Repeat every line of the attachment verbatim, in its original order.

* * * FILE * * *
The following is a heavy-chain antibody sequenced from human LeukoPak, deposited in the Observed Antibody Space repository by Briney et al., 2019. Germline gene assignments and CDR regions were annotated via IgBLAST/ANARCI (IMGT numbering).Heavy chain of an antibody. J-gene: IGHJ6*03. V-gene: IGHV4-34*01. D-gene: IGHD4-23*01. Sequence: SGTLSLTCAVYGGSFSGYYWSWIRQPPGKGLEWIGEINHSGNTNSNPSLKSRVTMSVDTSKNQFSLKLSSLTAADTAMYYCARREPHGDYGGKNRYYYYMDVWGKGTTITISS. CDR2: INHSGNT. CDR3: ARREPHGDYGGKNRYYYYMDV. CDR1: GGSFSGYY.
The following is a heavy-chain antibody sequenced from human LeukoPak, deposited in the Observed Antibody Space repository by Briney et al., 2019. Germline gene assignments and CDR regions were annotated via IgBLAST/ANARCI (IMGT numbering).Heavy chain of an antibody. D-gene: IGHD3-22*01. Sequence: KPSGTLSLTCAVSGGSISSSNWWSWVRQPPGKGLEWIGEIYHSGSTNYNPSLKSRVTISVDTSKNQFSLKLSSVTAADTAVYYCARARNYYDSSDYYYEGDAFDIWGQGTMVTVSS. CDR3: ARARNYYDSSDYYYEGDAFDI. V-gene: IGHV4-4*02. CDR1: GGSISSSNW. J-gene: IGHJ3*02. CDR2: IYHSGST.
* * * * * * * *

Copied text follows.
The following is a heavy-chain antibody sequenced from human LeukoPak, deposited in the Observed Antibody Space repository by Briney et al., 2019. Germline gene assignments and CDR regions were annotated via IgBLAST/ANARCI (IMGT numbering).Heavy chain of an antibody. J-gene: IGHJ6*03. V-gene: IGHV4-34*01. D-gene: IGHD4-23*01. Sequence: SGTLSLTCAVYGGSFSGYYWSWIRQPPGKGLEWIGEINHSGNTNSNPSLKSRVTMSVDTSKNQFSLKLSSLTAADTAMYYCARREPHGDYGGKNRYYYYMDVWGKGTTITISS. CDR2: INHSGNT. CDR3: ARREPHGDYGGKNRYYYYMDV. CDR1: GGSFSGYY.
The following is a heavy-chain antibody sequenced from human LeukoPak, deposited in the Observed Antibody Space repository by Briney et al., 2019. Germline gene assignments and CDR regions were annotated via IgBLAST/ANARCI (IMGT numbering).Heavy chain of an antibody. D-gene: IGHD3-22*01. Sequence: KPSGTLSLTCAVSGGSISSSNWWSWVRQPPGKGLEWIGEIYHSGSTNYNPSLKSRVTISVDTSKNQFSLKLSSVTAADTAVYYCARARNYYDSSDYYYEGDAFDIWGQGTMVTVSS. CDR3: ARARNYYDSSDYYYEGDAFDI. V-gene: IGHV4-4*02. CDR1: GGSISSSNW. J-gene: IGHJ3*02. CDR2: IYHSGST.